Some guy on a motorbike just honked my boob.
What, are we in India now?
I’m not really upset. More than anything, I’m just angry with myself for not getting a better hold of his shirt — just a fistful that fell away as he sped off — so that I could have dragged him right off of his crummy bike and bashed his nuts with my hardcover copy of David Copperfield.
Ok, I suppose I’m a little upset.
I wish I could say that I was wearing a skimpy outfit and that he must have mistaken me for a hooker, or that I was operating outside of common sense and walking alone down some dark alley, or that this is just a one-off, a crazy one-time incident that is unlikely ever to happen again, but that’s really not the case. Firstly, I was wearing a loose-fitting grey T-shirt that has a logo I don’t understand on it. On my bottom, I was wearing my fluorescent Thai fisherman pants — the ones that couldn’t get me laid if I had a hundred dollar bill hanging out of the pocket. I wasn’t trying to pull anybody.
Secondly, we were walking down a main avenue, and I was just 2 steps behind a brawny surfer guy (with a mustache, for Christ’s sake!) from Santa Barbara. We were patrolling the streets for fried chicken. I wasn’t looking aimless, and I wasn’t alone.
Thirdly, this isn’t the first time this has happened to me. After I finished running after him, throwing rocks and pieces of garbage, I just sighed and added it to the list.
India is notorious for this kind of thing, and I’ve gotten similarly honked in Laos. There seems to be no difference: alone, in a group, wearing shorts, wearing a long skirt, hair up, hair down, on the way back from the restaurant, on the way to the restaurant. The pervs will not be dissuaded.
Apparently, it happens to local women as well, and it’s largely considered to be a byproduct of a hyper-strict society. I dunno. But the feeling of helplessness…the feeling of having had something taken from you…that’s the part that’s hard to swallow, especially as an independent female.
That being said, when I tell people about my plans to travel, I nearly always find myself replying to the same questions and comments:
“Aren’t you scared?”
“But, you can’t do that as a single female.”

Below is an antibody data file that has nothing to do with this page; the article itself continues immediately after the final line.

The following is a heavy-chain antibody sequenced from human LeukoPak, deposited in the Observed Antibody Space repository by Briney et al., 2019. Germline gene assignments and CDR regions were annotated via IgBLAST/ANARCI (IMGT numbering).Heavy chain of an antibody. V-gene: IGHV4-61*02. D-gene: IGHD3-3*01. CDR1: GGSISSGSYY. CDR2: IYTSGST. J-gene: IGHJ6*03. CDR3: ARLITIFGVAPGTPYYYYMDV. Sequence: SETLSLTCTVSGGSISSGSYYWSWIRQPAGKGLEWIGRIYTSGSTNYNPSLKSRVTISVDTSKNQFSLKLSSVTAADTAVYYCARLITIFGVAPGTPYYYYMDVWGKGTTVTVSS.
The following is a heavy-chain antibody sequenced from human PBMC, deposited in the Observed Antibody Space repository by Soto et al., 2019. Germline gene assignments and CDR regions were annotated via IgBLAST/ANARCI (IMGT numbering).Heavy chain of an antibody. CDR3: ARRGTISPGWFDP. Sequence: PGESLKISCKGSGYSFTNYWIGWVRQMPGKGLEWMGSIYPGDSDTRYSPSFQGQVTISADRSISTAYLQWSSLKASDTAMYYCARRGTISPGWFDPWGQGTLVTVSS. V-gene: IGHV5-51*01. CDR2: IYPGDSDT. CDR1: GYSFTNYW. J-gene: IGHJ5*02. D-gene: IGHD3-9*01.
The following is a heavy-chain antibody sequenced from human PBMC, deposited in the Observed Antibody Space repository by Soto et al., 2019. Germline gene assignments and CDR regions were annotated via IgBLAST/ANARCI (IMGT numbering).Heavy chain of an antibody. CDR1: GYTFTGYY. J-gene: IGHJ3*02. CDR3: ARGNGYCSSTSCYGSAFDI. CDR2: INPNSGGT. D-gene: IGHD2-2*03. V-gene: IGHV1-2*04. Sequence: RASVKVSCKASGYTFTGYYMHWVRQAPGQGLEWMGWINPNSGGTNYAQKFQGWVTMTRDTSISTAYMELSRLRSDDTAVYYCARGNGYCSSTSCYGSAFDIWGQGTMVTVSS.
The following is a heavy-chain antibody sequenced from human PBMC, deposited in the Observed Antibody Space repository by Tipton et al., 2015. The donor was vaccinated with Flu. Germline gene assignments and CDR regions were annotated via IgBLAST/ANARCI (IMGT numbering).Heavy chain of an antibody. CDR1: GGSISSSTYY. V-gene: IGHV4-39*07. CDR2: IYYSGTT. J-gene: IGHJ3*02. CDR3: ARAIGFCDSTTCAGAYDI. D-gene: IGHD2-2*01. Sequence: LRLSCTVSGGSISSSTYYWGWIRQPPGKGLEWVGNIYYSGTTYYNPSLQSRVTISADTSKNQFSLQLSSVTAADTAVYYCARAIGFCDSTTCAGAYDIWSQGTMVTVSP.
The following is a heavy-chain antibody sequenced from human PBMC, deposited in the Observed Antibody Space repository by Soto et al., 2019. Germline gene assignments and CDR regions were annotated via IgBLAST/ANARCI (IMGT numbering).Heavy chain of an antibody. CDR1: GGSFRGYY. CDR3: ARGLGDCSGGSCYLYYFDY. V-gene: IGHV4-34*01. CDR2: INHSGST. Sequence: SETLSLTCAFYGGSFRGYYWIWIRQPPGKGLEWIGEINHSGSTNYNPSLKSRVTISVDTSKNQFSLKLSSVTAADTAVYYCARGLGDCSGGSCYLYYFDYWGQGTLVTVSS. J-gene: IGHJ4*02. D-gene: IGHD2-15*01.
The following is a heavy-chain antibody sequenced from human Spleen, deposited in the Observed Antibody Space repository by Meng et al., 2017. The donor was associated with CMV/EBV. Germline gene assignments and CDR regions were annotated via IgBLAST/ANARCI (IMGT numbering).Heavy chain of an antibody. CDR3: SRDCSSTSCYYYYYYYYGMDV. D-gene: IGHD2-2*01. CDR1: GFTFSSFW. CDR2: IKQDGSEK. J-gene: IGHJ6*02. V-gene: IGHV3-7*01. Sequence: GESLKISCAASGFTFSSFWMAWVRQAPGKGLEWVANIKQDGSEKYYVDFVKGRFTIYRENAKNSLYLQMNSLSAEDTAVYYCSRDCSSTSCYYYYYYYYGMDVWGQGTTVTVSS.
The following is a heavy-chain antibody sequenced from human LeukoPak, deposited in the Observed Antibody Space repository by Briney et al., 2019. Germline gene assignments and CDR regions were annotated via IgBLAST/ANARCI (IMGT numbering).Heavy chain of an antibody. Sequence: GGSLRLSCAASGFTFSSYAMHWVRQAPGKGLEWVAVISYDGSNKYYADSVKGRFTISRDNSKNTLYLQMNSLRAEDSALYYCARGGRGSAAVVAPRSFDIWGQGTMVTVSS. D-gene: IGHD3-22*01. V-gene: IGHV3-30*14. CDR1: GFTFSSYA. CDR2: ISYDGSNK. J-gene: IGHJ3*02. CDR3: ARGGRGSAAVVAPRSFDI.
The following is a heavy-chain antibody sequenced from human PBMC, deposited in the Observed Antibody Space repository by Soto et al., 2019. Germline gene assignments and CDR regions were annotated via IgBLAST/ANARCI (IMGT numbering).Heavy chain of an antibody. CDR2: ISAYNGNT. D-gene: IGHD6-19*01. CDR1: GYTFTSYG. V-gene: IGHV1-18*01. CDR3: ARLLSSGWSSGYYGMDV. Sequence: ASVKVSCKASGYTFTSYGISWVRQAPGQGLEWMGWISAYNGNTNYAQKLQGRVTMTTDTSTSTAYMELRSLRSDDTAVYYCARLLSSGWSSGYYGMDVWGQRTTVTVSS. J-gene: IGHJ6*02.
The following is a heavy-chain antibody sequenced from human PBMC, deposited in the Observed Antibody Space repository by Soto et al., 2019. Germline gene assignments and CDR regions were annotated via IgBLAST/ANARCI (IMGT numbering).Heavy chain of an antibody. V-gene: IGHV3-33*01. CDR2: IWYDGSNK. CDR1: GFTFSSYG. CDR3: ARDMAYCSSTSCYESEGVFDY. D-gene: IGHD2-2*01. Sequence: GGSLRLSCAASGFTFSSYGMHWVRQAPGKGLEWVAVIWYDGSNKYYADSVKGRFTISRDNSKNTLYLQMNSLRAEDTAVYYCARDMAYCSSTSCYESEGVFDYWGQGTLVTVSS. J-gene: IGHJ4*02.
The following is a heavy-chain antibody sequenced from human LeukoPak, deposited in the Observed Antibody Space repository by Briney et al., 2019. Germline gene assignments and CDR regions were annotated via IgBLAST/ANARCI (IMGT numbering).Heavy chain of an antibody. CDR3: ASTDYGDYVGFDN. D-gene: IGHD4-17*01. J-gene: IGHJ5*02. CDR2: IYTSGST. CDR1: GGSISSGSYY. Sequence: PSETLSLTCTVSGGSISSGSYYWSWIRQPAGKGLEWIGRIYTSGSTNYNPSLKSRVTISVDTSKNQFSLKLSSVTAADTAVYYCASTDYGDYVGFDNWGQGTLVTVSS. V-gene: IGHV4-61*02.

“It’s just not safe for a woman.”
To these remarks, I often explain that travel from the perspective of men and women is simply different. Yeah, as a girl, you suffer all kinds of irritations that men don’t, but you have all kinds of opportunities that they don’t as well. When you look at the full picture, neither one is more dangerous than the other, and I’ll tell you why.
For one thing, women, with our limp wrists and lack of facial hair, seem more innocuous than most men. This means many things. In terms of hitchhiking and bumming places to sleep, it means that we, quite simply, have more options. When a woman thumbs, at least 3 times as many cars will stop for her as for a single male. This gives us girls the security of knowing that there is no harm in turning down a ride — another one will be along shortly. This kind of cool-faced assurance is absolutely essential to safe hitchhiking. You never want to get into a car you’re not 100% about.
Also, while I’ve heard stories from many male travelers about having to sleep outside (my friend Jarred even spent a night sleeping under a bush in a cemetery once. Brrr!!), I’ve never had to do it myself…and I’m shit at planning ahead. Even in the most hostile situations, I’ve always been able to score a room for half-price, or get taken in by a local family, or get a patch of floor in a 24-hour office to sleep on, because most people wouldn’t dream of pushing a wide-eyed single girl out into the streets after dark. They may grumble a bit, but they’ll never leave you to fend for yourself, and they usually find a nice soft mat and some sheets as well. After all, you are a weak and dainty female — you’re not accustomed to hardship!